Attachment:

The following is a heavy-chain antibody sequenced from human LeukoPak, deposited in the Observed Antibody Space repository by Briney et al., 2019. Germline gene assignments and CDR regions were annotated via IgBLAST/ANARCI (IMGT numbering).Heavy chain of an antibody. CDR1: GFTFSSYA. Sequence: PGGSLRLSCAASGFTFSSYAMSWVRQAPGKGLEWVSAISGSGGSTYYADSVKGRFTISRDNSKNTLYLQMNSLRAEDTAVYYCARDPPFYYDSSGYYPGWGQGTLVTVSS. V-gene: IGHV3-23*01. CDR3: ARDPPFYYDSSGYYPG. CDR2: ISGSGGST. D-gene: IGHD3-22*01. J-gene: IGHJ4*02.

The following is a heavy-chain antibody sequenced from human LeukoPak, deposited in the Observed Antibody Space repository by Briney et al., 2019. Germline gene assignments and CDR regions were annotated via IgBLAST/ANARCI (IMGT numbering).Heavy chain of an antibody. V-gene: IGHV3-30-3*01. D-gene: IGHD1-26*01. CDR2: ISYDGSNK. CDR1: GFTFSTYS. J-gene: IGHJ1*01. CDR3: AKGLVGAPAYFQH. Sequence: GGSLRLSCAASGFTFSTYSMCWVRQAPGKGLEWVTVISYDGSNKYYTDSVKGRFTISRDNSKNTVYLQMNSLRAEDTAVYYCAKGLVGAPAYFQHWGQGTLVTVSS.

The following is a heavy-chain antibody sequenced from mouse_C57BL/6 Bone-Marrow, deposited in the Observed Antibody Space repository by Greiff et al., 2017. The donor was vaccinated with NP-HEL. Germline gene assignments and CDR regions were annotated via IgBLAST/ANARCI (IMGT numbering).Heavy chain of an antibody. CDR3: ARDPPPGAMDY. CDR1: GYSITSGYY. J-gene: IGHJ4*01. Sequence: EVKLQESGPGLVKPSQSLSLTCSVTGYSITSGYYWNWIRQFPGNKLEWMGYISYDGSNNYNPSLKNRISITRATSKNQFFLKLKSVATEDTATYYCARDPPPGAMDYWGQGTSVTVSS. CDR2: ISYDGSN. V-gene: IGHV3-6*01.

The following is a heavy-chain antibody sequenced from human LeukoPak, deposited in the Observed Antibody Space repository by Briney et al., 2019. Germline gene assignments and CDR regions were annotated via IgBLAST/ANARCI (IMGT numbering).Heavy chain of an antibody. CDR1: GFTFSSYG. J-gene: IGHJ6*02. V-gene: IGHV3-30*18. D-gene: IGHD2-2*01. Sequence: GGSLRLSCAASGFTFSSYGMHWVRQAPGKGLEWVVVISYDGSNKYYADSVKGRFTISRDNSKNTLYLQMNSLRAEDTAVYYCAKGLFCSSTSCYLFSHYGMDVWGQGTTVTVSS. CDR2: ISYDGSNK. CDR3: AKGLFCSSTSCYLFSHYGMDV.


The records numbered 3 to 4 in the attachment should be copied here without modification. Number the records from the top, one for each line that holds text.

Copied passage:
The following is a heavy-chain antibody sequenced from mouse_C57BL/6 Bone-Marrow, deposited in the Observed Antibody Space repository by Greiff et al., 2017. The donor was vaccinated with NP-HEL. Germline gene assignments and CDR regions were annotated via IgBLAST/ANARCI (IMGT numbering).Heavy chain of an antibody. CDR3: ARDPPPGAMDY. CDR1: GYSITSGYY. J-gene: IGHJ4*01. Sequence: EVKLQESGPGLVKPSQSLSLTCSVTGYSITSGYYWNWIRQFPGNKLEWMGYISYDGSNNYNPSLKNRISITRATSKNQFFLKLKSVATEDTATYYCARDPPPGAMDYWGQGTSVTVSS. CDR2: ISYDGSN. V-gene: IGHV3-6*01.

The following is a heavy-chain antibody sequenced from human LeukoPak, deposited in the Observed Antibody Space repository by Briney et al., 2019. Germline gene assignments and CDR regions were annotated via IgBLAST/ANARCI (IMGT numbering).Heavy chain of an antibody. CDR1: GFTFSSYG. J-gene: IGHJ6*02. V-gene: IGHV3-30*18. D-gene: IGHD2-2*01. Sequence: GGSLRLSCAASGFTFSSYGMHWVRQAPGKGLEWVVVISYDGSNKYYADSVKGRFTISRDNSKNTLYLQMNSLRAEDTAVYYCAKGLFCSSTSCYLFSHYGMDVWGQGTTVTVSS. CDR2: ISYDGSNK. CDR3: AKGLFCSSTSCYLFSHYGMDV.